Attic heat recovery in broiler houses

By Jody Purswell, PhD, Agricultural Engineer, USDA-ARS, Poultry Research Unit, Mississippi State and published in MSU Poultry Dept. Spring Newsletter Vol. 1 Issue 1.
calendar icon 25 June 2007
clock icon 5 minute read

Fuel use constitutes a large percentage of the energy costs incurred by growers during winter flocks, and increasing fuel costs have illustrated the need to reduce energy usage and improve energy efficiency in poultry production. Researchers at the USDA-ARS Poultry Research Unit and Mississippi State’s Poultry Science Department have been working to determine if using the attic space in a broiler house can be used to pre-heat in-coming air and reduce fuel usage.

Using solar energy to reduce fuel costs in poultry production is not a new idea. Initial research efforts at Penn State started in the 1950’s, and the fuel crisis of the 1970’s spurred further research. However, as energy prices stabilized and poultry housing design improved, solar energy hasn’t received much attention since.

How Much Energy and How Often?

Thermal camera image of the inside of a broiler house with attic vents in the ceiling.

The amount of energy that can be collected in the attic depends on the location, time of day, time of year, construction of the roof, and construction of the attic space itself. For example, at noon on January 1 in Meridian, MS, the solar radiation received is about 270 Btu/h/ft². Taking the area and pitch of the roof into account, the total radiation received is approximately 3.4 million Btu/h. However, not all of that heat will be transferred into the attic – some of it will radiate back into the sky, and some will be taken away by cold air moving across the surface of the roof.

Air temperature was measured in the attic and out-side during brooding for a January 2007 flock. Even though the outside temperature did not exceed 60°F, the attic temperature still reached 75 °F, and stayed warmer than the outside temperature most of the time, even at night. In fact, 79% of the time during the first two weeks of the flock, the attic temperature was between 6 and 14°F warmer than outside.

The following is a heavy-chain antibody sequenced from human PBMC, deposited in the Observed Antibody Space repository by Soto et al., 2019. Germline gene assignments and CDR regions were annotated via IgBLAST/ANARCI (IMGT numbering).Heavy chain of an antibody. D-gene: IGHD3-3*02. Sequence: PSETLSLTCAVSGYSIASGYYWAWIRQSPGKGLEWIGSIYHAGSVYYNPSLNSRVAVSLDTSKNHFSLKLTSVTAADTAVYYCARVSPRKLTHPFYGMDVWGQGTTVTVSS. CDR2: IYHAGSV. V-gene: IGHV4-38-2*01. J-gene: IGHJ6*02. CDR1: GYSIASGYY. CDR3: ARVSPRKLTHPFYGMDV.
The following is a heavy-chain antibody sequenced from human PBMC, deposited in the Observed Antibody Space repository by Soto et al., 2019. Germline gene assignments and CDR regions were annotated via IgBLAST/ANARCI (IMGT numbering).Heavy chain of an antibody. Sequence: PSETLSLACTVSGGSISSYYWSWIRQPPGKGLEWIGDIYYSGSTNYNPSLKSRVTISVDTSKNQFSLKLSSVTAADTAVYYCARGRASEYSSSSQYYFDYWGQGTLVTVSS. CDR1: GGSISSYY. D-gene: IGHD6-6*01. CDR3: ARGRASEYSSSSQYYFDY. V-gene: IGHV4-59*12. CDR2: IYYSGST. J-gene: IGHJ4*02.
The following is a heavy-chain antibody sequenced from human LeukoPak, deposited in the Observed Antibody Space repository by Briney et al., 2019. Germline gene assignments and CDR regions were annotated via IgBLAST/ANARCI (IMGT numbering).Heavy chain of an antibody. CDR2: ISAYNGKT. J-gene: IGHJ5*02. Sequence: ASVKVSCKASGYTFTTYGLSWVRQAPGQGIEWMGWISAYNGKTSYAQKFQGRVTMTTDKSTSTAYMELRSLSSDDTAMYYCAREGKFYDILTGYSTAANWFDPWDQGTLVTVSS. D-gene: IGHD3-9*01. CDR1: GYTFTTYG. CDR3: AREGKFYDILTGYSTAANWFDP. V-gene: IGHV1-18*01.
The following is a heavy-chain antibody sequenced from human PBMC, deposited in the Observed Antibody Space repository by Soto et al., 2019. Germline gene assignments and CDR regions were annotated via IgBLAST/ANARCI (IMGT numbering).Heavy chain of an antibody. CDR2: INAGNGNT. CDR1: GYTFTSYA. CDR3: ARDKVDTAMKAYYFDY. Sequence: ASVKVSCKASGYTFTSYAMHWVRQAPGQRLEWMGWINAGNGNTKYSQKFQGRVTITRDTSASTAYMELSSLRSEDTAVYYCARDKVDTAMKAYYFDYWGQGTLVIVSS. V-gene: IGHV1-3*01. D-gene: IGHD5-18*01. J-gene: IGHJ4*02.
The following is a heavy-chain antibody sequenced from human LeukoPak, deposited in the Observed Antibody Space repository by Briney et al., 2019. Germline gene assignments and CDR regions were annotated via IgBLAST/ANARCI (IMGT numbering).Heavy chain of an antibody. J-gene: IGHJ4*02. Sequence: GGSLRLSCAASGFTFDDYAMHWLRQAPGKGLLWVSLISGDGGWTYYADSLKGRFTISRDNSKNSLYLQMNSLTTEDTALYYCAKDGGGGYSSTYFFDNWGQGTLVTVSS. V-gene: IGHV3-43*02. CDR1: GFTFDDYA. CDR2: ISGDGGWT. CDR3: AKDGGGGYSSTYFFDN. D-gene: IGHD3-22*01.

System Performance

Attic inlets were installed in two houses on a four house commercial farm where the tests took place. Smoke tracers were used to determine the air distribution pattern from the attic vents. The smoke showed a well defined stream of air that traveled along the ceiling to the sidewall with very little drop. Air velocity readings showed greater than 120 ft/min reaching the sidewalls. An infrared camera was used to look at the heat distribu-tion within the house. The thermal image shows the air from the inlet heating the ceiling and sidewalls, as well as the litter where the warm air travels down the sidewall.

Gas Usage

Gas usage was estimated from monitoring furnace and brooder run times. Both the brooder and furnace run time were reduced for the house with the attic inlet system, operating 17% and 45% less time than the house with traditional sidewall vents. The house with the attic inlet system used an estimated 108 gal of LP as compared with 142 gal for the house with traditional sidewall vents. The difference of 34 gal of LP would result in a savings of $51.60 per house over the first two weeks of this flock, based on a $1.50 per gallon of LP.

Excessive moisture in the house can lead to problems with ammonia. The difference in moisture between the houses further illustrates the benefit of using preheated inlet air. Under a typical minimum ventilation scenario with one 36” and one 48” fan running every 30 seconds per 5 minutes, the house with the sidewall vents will exhaust 458 lbs of water per day more than the house with attic vents. The estimated energy required to reduce the moisture in the sidewall vented house down to the moisture level of the attic vented house is 494,000 Btu/day, which equates to 5.5 gal of LP gas. At $1.50 per gallon, the cost to reduce the moisture level in the side-inlet house to the same level as the attic-ventilated house will be $8.23 per day.


The preliminary gas usage data shows that the attic system did indeed reduce gas usage, and we are in the process of installing gas meters to determine what the difference in “real world” gas use will be. Additional benefits may be realized from this system by improving air quality during brooding from increased fan run time to offset the increased inlet air temperature. While primarily intended as a means to reduce fuel usage during brooding, the system could potentially provide a means of inexpensively heating the house between flocks to help drive ammonia out of the litter while no birds are present, dry the litter, and reduce the amount of ammonia present when new chicks arrive.

June 2007

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